To be frank, a big part of me dreaded this Christmas- my dad was so completely plugged into this holiday. First, tradition for as long as I can remember had us with him on Christmas Eve at a big family party where we'd exchange our gifts and eat too much and stay up too late. And then, since my Dad was never one to say no to fun whenever and wherever he could find it, he'd crash Mom's on Christmas Day, pulling up in his rusty truck with a wreath lashed to the bumper. It always amused all of us, my mom in particular, how it never even crossed his mind that his ex wife of more than 20 years would mind him turning up during the cake/coffee party of the evening. And the magic of it was we'd all end up having an awesome time, playing board games and laughing more than should be legally allowed.
And on top of the Christmas-specific memories associated with my Dad, New York in general seems haunted with him. When I was in LA, it was not abnormal to not see him- he didn't live in California. But now that I'm home, every tree and street corner and store front is fraught and festooned with my Dad- here's where he used to get his bagels, here's where he got into a fight over a parking space with some lady, here's where he took me to learn how to drive and on and on and on. So reality has been creeping in. And Christmas seemed like just one more giant reminder that he's not here.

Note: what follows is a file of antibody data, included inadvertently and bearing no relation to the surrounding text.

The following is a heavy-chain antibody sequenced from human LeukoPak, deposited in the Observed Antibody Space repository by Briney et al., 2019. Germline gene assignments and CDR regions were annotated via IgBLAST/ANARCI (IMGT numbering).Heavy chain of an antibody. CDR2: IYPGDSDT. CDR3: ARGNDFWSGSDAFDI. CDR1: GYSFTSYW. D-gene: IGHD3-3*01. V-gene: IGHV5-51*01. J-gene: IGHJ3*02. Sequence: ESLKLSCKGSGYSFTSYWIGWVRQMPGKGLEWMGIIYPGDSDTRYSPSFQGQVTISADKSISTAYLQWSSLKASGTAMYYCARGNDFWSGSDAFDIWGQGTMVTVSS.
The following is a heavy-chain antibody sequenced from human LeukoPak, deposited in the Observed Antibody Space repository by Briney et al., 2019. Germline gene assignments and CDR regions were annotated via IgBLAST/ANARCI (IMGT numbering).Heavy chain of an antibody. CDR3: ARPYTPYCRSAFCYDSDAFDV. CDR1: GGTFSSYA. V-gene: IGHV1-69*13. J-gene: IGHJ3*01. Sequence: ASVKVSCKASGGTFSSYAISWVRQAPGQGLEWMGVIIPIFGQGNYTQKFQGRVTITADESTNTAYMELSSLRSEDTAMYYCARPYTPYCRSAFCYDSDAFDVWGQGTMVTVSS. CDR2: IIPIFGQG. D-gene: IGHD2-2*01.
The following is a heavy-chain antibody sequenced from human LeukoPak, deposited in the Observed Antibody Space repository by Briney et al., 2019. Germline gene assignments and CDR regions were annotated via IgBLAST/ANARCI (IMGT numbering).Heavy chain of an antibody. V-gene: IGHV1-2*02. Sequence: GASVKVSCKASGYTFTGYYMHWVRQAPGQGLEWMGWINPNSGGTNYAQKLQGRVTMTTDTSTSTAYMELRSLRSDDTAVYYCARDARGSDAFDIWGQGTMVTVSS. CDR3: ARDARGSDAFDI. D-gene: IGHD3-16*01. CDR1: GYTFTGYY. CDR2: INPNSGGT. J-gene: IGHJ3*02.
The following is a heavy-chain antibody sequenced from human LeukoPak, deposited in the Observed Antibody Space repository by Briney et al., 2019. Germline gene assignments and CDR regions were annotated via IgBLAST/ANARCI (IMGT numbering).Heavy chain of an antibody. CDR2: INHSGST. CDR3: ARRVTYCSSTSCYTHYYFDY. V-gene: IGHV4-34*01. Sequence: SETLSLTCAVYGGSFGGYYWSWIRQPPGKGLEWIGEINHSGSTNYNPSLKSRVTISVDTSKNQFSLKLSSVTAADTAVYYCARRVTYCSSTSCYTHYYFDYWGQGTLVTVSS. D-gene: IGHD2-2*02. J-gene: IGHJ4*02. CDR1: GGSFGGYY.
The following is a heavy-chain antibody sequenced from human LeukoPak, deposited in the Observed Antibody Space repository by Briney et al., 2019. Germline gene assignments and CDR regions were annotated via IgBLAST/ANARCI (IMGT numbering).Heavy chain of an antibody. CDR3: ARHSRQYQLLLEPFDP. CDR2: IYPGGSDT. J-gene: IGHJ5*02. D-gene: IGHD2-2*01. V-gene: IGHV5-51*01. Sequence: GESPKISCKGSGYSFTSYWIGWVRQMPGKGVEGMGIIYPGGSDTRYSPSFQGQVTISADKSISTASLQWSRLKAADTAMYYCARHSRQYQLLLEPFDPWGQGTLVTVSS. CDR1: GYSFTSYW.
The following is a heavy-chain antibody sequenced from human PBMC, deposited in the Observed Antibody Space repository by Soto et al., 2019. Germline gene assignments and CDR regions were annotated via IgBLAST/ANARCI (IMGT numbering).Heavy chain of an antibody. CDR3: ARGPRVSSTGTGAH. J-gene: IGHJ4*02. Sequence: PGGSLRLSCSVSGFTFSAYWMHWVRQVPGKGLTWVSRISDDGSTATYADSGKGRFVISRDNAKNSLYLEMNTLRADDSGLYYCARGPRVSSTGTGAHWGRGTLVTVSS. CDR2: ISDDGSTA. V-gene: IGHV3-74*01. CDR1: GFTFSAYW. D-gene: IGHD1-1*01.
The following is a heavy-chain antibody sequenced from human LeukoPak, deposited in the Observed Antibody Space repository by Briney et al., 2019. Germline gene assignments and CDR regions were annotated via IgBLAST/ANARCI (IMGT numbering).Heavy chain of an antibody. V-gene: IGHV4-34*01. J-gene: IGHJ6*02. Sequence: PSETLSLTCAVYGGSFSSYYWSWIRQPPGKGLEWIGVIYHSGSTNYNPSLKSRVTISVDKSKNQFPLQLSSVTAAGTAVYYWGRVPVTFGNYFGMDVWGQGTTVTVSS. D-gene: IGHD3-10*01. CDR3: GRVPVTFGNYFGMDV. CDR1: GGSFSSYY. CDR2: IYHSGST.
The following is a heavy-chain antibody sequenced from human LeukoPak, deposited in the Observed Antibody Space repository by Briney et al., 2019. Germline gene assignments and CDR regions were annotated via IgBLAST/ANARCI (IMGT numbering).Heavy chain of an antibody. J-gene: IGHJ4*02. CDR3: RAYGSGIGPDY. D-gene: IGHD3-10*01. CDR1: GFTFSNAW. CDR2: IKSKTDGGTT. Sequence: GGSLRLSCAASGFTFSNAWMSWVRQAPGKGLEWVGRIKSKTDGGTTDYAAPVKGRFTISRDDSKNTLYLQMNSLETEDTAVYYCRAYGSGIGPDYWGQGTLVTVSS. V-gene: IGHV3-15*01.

But then there's this lovely symmetry. As my Dad leaves us, Gwen enters. And somehow, seeing all her firsts takes some of the sting out of the things that were his last. Whenever I found myself foundering these past few days, I was able to find an anchor in that little elfin face with its chubby cheeks and oddly wise smile.
And so Christmas somehow managed to be Christmas, and I was able, after all, to count my blessings and look to the new year with anticipation and hope.
Merry Christmas, everyone. Thanks for being you.
Meeting the Big Red Dude:
Many generations of children have posed on these steps!
With Uncle Joe: